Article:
He thought she could be The One but now he’s not so sure.

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Dear Carolyn

DEAR CAROLYN: I’ve been in a serious relationship with someone pretty wonderful for the most part of a year. We’re super compatible and it could be the real thing. But now something has come up that has made me question it.

I’m a recovering alcoholic, and got sober with the help of my family at a time when it threatened my life. It’s been nearly nine years. She’s been completely fine with it, thankfully.

My sobriety birthday is coming up. I have an Alcoholics Anonymous home group, though I’m not particularly active in it. Still, I have a lot of friends in the group, and I’m looking forward to my birthday meeting. I really want her to come with me, but she refuses. She doesn’t think she’ll be comfortable; brings up the image of the smoke-filled room with a bunch of Jesus (which my group is not); and is just not willing to budge.

The fact that she won’t spend an hour on something this important to me has me wondering what other land mines we might find in our relationship. It doesn’t feel as if it’s enough to break up over, but it feels like a bad omen. If she was, say, a breast-cancer survivor and wanted me to meet her support group, I’d do that in a heartbeat.

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Do you think this could be a sign of bigger trouble ahead?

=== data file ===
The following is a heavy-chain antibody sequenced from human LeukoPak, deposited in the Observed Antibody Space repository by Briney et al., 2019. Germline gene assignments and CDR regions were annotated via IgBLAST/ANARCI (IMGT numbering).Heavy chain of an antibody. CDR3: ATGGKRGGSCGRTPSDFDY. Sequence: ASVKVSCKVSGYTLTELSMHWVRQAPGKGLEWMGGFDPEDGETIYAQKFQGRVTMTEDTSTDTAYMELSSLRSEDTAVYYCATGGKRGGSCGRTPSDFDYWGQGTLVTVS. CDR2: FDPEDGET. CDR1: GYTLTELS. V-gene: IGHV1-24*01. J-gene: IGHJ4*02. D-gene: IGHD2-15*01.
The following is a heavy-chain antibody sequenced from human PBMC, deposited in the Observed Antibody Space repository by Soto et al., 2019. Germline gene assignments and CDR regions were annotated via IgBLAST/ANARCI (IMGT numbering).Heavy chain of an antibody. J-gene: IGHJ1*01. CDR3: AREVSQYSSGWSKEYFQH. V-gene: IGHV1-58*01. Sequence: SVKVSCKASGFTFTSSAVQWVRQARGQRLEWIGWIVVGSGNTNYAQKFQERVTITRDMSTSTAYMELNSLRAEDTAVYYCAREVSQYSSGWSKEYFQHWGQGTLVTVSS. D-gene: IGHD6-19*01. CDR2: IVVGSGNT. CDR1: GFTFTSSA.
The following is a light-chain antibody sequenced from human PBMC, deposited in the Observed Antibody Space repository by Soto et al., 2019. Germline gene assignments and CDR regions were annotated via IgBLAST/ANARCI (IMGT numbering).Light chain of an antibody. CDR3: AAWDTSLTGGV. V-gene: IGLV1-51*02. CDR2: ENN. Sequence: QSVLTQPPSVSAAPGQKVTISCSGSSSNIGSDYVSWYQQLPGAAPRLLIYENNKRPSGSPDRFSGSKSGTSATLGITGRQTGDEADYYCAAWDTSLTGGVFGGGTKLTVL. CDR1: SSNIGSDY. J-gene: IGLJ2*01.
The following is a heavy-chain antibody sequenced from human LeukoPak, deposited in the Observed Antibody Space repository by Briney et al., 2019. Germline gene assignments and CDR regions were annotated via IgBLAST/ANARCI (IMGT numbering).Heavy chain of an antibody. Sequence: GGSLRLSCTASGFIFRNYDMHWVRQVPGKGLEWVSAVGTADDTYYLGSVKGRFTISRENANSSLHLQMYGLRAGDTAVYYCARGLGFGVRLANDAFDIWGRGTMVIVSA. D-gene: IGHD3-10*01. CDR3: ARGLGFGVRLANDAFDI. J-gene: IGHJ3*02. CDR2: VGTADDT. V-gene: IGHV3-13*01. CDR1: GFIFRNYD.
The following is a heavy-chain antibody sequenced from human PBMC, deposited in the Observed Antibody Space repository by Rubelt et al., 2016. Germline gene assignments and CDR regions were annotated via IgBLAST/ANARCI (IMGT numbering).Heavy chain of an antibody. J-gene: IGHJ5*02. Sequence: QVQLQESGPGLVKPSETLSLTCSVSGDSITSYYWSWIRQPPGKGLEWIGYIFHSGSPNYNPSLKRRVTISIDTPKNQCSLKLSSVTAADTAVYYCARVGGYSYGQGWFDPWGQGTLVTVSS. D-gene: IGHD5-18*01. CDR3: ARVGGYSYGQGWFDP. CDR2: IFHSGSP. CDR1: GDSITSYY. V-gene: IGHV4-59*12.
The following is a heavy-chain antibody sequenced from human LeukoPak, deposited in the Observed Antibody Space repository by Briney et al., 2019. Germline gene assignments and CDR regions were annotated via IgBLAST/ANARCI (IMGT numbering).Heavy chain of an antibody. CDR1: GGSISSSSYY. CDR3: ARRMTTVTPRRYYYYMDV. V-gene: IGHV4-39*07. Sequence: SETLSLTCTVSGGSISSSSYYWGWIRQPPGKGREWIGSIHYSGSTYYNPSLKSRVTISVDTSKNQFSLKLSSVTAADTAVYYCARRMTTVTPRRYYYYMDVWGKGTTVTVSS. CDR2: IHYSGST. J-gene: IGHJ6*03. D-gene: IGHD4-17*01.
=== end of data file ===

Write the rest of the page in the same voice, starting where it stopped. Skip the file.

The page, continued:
— Sober and Thankful

DEAR SOBER AND THANKFUL: I might be more concerned about it than you are.

There is the issue you identified perfectly, yes: This is clearly important to you, and she won’t give it an hour? Hm. I actually think this is potentially breakup-worthy, given how central recovery is to the life of any alcoholic and how central the support of loved ones is to any recovery. Don’t respond rashly, but don’t rule anything out, either.

On top of that significant issue, though, there’s also the issue of her refusal and her excuse-making in general, not to mention some ugly stereotyping of AA and its adherents, and that’s where your bigger challenges might lie.

“Refuses” is strong stuff. The right to refuse (anything, for any reason) is ours alone on principle, but in practice is best reserved for actions that compromise integrity, break laws or harm others. And believe me, these categories leave a lot of room for personal discretion — the integrity one especially. You can defensibly refuse to do the dishes, for example, of a housemate who doesn’t pull his or her weight.

She has refused your invitation for reasons that are, respectively, the emotional equivalent of a hangnail and breezily insulting.

And that leaves you two possibilities that aren’t terribly promising. Either these are her actual reasons and she freely prioritizes her hangnail over your emotional core, or she has excellent reasons and can’t or won’t articulate them to you.

Or, of course, a third — that she just doesn’t grasp how high the stakes are for you and/or you just haven’t made them as clear as you’ve thought.

For your own peace of mind, try to find out which of these applies. Spell out your concerns and ask for a reckoning: Is there more to this that she isn’t saying out loud? It’ll speak volumes how, in this context, she chooses to speak for herself.